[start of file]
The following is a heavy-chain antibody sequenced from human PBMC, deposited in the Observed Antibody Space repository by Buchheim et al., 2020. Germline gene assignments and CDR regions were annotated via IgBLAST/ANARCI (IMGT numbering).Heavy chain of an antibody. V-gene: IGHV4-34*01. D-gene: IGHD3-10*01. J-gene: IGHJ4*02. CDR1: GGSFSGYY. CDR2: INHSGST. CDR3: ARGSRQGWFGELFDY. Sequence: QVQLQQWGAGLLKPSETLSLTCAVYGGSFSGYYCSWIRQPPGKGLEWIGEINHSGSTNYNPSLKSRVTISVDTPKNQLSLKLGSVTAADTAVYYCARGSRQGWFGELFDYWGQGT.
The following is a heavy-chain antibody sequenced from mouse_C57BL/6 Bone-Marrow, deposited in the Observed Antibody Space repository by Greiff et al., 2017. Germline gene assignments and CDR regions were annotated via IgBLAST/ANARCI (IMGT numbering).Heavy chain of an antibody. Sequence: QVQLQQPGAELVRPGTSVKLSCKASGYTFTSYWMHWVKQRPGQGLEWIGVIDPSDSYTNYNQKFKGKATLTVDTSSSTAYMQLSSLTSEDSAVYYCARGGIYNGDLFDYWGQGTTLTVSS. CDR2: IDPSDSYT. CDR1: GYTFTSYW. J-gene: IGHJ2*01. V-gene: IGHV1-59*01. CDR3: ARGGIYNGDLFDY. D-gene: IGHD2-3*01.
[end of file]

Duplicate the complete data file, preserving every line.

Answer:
The following is a heavy-chain antibody sequenced from human PBMC, deposited in the Observed Antibody Space repository by Buchheim et al., 2020. Germline gene assignments and CDR regions were annotated via IgBLAST/ANARCI (IMGT numbering).Heavy chain of an antibody. V-gene: IGHV4-34*01. D-gene: IGHD3-10*01. J-gene: IGHJ4*02. CDR1: GGSFSGYY. CDR2: INHSGST. CDR3: ARGSRQGWFGELFDY. Sequence: QVQLQQWGAGLLKPSETLSLTCAVYGGSFSGYYCSWIRQPPGKGLEWIGEINHSGSTNYNPSLKSRVTISVDTPKNQLSLKLGSVTAADTAVYYCARGSRQGWFGELFDYWGQGT.
The following is a heavy-chain antibody sequenced from mouse_C57BL/6 Bone-Marrow, deposited in the Observed Antibody Space repository by Greiff et al., 2017. Germline gene assignments and CDR regions were annotated via IgBLAST/ANARCI (IMGT numbering).Heavy chain of an antibody. Sequence: QVQLQQPGAELVRPGTSVKLSCKASGYTFTSYWMHWVKQRPGQGLEWIGVIDPSDSYTNYNQKFKGKATLTVDTSSSTAYMQLSSLTSEDSAVYYCARGGIYNGDLFDYWGQGTTLTVSS. CDR2: IDPSDSYT. CDR1: GYTFTSYW. J-gene: IGHJ2*01. V-gene: IGHV1-59*01. CDR3: ARGGIYNGDLFDY. D-gene: IGHD2-3*01.